What is a Customer Data Platform? CDPs Explained | RudderStack

By neub9
3 Min Read

“Today’s consumer’s expectations for a personalized, end-to-end customer experience are high. For businesses that can deliver this level of experience, the rewards are significant. According to McKinsey, companies that effectively use personalization in their customer experience drive 40% more revenue compared to those who struggle with data utilization. Achieving personalization, however, is a complex task. It involves the sophisticated use of data across multiple business units and systems. To address this, a single customer view – or customer 360 – is necessary.

A Customer 360 is a centralized view of all relevant data points from every customer, serving as a single source of truth for every team and tool. It provides rich, up-to-date information about every customer, allowing businesses to create the personalized experiences customers expect and build strong relationships at scale. The Customer Data Platform (CDP) was designed to help companies establish this single customer view and has evolved significantly since its formal inception in 2010. Modern CDP approaches, particularly warehouse native strategies, have been gaining popularity.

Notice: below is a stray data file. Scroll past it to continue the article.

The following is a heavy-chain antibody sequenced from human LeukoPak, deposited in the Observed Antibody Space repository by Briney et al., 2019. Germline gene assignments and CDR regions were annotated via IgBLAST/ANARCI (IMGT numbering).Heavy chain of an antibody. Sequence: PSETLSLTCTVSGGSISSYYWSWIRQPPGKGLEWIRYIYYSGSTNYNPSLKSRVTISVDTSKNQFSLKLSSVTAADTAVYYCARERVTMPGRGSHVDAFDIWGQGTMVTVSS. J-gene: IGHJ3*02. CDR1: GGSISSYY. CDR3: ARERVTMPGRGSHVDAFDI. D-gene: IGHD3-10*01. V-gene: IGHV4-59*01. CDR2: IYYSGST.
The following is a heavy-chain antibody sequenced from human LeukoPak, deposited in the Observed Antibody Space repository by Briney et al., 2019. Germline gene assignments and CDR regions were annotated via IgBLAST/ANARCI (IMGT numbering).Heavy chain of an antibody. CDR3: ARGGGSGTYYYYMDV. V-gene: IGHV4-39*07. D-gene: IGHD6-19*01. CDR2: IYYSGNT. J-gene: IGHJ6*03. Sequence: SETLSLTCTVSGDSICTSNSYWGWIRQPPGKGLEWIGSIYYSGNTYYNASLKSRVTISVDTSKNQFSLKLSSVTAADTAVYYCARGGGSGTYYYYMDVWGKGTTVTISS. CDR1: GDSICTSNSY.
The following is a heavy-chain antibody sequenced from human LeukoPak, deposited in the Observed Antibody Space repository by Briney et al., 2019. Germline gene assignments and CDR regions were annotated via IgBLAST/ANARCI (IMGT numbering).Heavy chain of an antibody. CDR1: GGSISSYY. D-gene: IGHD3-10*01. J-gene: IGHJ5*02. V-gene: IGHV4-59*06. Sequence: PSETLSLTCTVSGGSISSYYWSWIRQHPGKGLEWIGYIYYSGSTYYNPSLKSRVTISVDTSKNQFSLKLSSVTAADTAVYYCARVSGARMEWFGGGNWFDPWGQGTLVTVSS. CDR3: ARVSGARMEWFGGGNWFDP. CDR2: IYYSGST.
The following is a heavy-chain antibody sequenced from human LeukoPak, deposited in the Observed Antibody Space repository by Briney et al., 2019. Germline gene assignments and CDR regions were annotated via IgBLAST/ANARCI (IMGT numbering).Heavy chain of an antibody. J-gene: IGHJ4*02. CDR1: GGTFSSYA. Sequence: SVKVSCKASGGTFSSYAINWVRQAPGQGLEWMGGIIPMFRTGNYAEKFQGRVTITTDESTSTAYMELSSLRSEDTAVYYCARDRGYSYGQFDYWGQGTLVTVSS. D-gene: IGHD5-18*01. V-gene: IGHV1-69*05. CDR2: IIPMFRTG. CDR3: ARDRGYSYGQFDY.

To help readers get a better understanding of CDPs, this article discusses what a Customer Data Platform is, its functions, and how to choose one. A CDP is a specialized software platform designed to collect customer data, build unified customer profiles, and use those profiles to add value across the business. It encompasses three key functions: data collection, data unification, and data activation. By centralizing and organizing data from various sources, CDPs create complete customer profiles and enable companies to deliver personalized and consistent customer experiences across all touchpoints.

The context in which CDPs were developed is essential to fully appreciate their purpose. Collecting and managing customer data poses significant challenges as it is derived from multiple sources and often scattered across different systems and SaaS platforms. This results in data silos and a fragmented landscape where different teams and tools operate on different sources of truth, hinders personalization, and creates inconsistent customer experiences. However, implementing a customer 360 has been proven to increase operational efficiency, customer satisfaction, and profitability, giving companies a competitive edge.

The development of CDPs as SaaS tools was initially for the marketing use case, but these legacy platforms had challenges with data accessibility outside of marketing. However, advancements around cloud data warehouses have led to more flexible data stores and innovative approaches to CDPs, such as the warehouse native approach, enabling companies to effectively build a CDP on top of their own data warehouse. By understanding what a CDP does and how it solves each stage of the data activation lifecycle, businesses can harness the full potential of their customer data and drive better business outcomes.”

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